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Psychological Research

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https://www.readbyqxmd.com/read/27915365/now-you-make-false-memories-now-you-do-not-the-order-of-presentation-of-words-in-drm-lists-influences-the-production-of-the-critical-lure-in-alzheimer-s-disease
#1
Christelle Evrard, Anne-Laure Gilet, Fabienne Colombel, Elodie Dufermont, Yves Corson
Why do some Alzheimer's patients produce fewer false memories than healthy older participants in the Deese-Roediger-McDermott paradigm, which was especially designed for the study of false memories in a laboratory setting? Using a very simple methodology, this study examines a new explanatory factor inherent in the paradigm itself: the order of presentation of the words in the lists. A sample comprising 149 participants (36 younger, 40 middle-aged, 37 healthy older adults, and 36 Alzheimer's patients) performed a DRM task with either a classic descending forward associative strength (FAS) presentation order of the words or an ascending FAS presentation order...
December 3, 2016: Psychological Research
https://www.readbyqxmd.com/read/27915364/focusing-on-task-conflict-in-the-stroop-effect
#2
Olga Entel, Joseph Tzelgov
Two types of conflict underlie performance in the Stroop task-informational (between the incongruent word and its ink color) and task (between the relevant color-naming task and the irrelevant word-reading task). We manipulated congruent-to-neutral trial ratio in an attempt to reveal whether task conflict can be monitored and controlled in the absence of an informational conflict. In our first experiment, no incongruent trials were included, thus allowing examination of a pure task conflict situation. The results revealed an impressively large facilitation when most of the stimuli were congruent and a smaller yet significant facilitation when most of the stimuli were neutrals...
December 3, 2016: Psychological Research
https://www.readbyqxmd.com/read/27900481/trial-by-trial-switching-between-procedural-and-declarative-categorization-systems
#3
Matthew J Crossley, Jessica L Roeder, Sebastien Helie, F Gregory Ashby
Considerable evidence suggests that human category learning recruits multiple memory systems. A popular assumption is that procedural memory is used to form stimulus-to-response mappings, whereas declarative memory is used to form and test explicit rules about category membership. The multiple systems framework has been successful in motivating and accounting for a broad array of empirical observations over the past 20 years. Even so, only a couple of studies have examined how the different categorization systems interact...
November 30, 2016: Psychological Research
https://www.readbyqxmd.com/read/27900467/what-makes-a-smiling-face-look-happy-visual-saliency-distinctiveness-and-affect
#4
Manuel G Calvo, Aida Gutiérrez-García, Mario Del Líbano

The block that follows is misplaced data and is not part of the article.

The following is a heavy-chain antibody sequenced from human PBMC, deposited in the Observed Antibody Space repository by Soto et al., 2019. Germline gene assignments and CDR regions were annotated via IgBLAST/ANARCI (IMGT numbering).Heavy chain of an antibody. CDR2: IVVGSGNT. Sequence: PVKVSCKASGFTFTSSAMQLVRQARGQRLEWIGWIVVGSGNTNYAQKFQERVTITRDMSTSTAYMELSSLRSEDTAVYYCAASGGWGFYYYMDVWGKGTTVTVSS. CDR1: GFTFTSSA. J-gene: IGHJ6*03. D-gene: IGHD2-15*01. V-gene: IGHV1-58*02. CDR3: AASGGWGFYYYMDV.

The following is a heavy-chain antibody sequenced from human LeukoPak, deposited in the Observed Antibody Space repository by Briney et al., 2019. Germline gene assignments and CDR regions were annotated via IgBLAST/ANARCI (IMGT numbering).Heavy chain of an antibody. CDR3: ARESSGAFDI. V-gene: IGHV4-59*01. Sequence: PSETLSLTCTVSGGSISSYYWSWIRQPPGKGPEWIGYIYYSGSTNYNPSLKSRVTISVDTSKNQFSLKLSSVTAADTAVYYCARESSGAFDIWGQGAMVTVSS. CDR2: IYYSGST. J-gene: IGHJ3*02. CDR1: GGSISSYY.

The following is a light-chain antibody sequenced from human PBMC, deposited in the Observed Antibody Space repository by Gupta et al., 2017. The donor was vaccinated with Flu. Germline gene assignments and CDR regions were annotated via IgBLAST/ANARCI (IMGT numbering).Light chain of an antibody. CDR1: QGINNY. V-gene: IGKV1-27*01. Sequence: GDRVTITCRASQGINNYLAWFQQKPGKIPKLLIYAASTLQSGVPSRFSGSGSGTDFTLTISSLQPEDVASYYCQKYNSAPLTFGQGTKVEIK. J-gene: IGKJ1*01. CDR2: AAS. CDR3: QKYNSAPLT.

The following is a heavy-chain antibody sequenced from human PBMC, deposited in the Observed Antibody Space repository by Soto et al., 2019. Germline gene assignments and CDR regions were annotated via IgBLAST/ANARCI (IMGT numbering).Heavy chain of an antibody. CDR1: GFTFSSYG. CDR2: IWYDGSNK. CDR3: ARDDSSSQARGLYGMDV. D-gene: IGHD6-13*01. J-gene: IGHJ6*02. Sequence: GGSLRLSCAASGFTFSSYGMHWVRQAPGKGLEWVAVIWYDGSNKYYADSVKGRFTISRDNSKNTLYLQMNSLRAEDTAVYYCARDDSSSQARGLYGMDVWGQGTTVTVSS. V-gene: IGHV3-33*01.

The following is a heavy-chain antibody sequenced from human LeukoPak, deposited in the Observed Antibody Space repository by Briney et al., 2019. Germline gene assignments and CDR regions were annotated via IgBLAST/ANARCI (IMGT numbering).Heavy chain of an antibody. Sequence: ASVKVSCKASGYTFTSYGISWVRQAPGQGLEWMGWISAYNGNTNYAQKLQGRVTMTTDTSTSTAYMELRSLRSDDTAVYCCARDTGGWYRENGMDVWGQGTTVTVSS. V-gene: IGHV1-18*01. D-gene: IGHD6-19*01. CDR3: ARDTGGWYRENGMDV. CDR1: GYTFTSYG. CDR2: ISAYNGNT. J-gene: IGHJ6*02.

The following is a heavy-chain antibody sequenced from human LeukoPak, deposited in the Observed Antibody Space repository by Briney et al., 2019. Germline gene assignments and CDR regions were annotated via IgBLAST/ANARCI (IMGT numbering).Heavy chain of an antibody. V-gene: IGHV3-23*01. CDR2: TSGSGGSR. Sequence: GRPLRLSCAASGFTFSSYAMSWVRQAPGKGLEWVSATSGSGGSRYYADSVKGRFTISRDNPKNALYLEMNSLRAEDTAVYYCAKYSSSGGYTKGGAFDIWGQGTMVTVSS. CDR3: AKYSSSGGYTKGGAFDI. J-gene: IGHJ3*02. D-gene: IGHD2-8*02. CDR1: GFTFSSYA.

We investigated the relative contribution of (a) perceptual (eyes and mouth visual saliency), (b) conceptual or categorical (eye expression distinctiveness), and (c) affective (rated valence and arousal) factors, and (d) specific morphological facial features (Action Units; AUs), to the recognition of facial happiness. The face stimuli conveyed truly happy expressions with a smiling mouth and happy eyes, or blended expressions with a smile but non-happy eyes (neutral, sad, fearful, disgusted, surprised, or angry)...
November 29, 2016: Psychological Research
https://www.readbyqxmd.com/read/27889815/modulating-adaptation-to-emotional-faces-by-spatial-frequency-filtering
#5
Giulia Prete, Bruno Laeng, Luca Tommasi
In four experiments, we investigated the presence and strength of perceptual aftereffects to emotional faces, using spatial frequency filtering to manipulate awareness of emotional content. We presented angry and happy faces as adapters and used a control condition without adaptation. Participants were subsequently requested to judge the friendliness level of a neutral target face. We confirmed the well-known aftereffect for unfiltered emotional faces in Experiment 1. In the experiment, friendliness judgments were greater for the angry than the happy or the control condition...
November 26, 2016: Psychological Research
https://www.readbyqxmd.com/read/27888354/effects-of-reward-and-punishment-on-the-interaction-between-going-and-stopping-in-a-selective-stop-change-task
#6
Frederick Verbruggen, Rosamund McLaren
Inhibition of no-longer relevant go responses supports flexible and goal-directed behavior. The present study explored if the interaction between going and stopping is influenced by monetary incentives. Subjects (N = 108) performed a selective stop-change task, which required them to stop and change a go response if a valid signal occurred, but to execute the planned go response if invalid signals or no signals occurred. There were two incentive groups: the punishment group lost points for unsuccessful valid-signal trials, whereas the reward group gained points for successful valid-signal trials...
November 25, 2016: Psychological Research
https://www.readbyqxmd.com/read/27873017/erratum-to-no-evidence-for-shared-representations-of-task-sets-in-joint-task-switching
#7
Motonori Yamaguchi, Helen J Wall, Bernhard Hommel
No abstract text is available yet for this article.
November 21, 2016: Psychological Research
https://www.readbyqxmd.com/read/27832377/how-to-point-and-to-interpret-pointing-gestures-instructions-can-reduce-pointer-observer-misunderstandings
#8
Oliver Herbort, Wilfried Kunde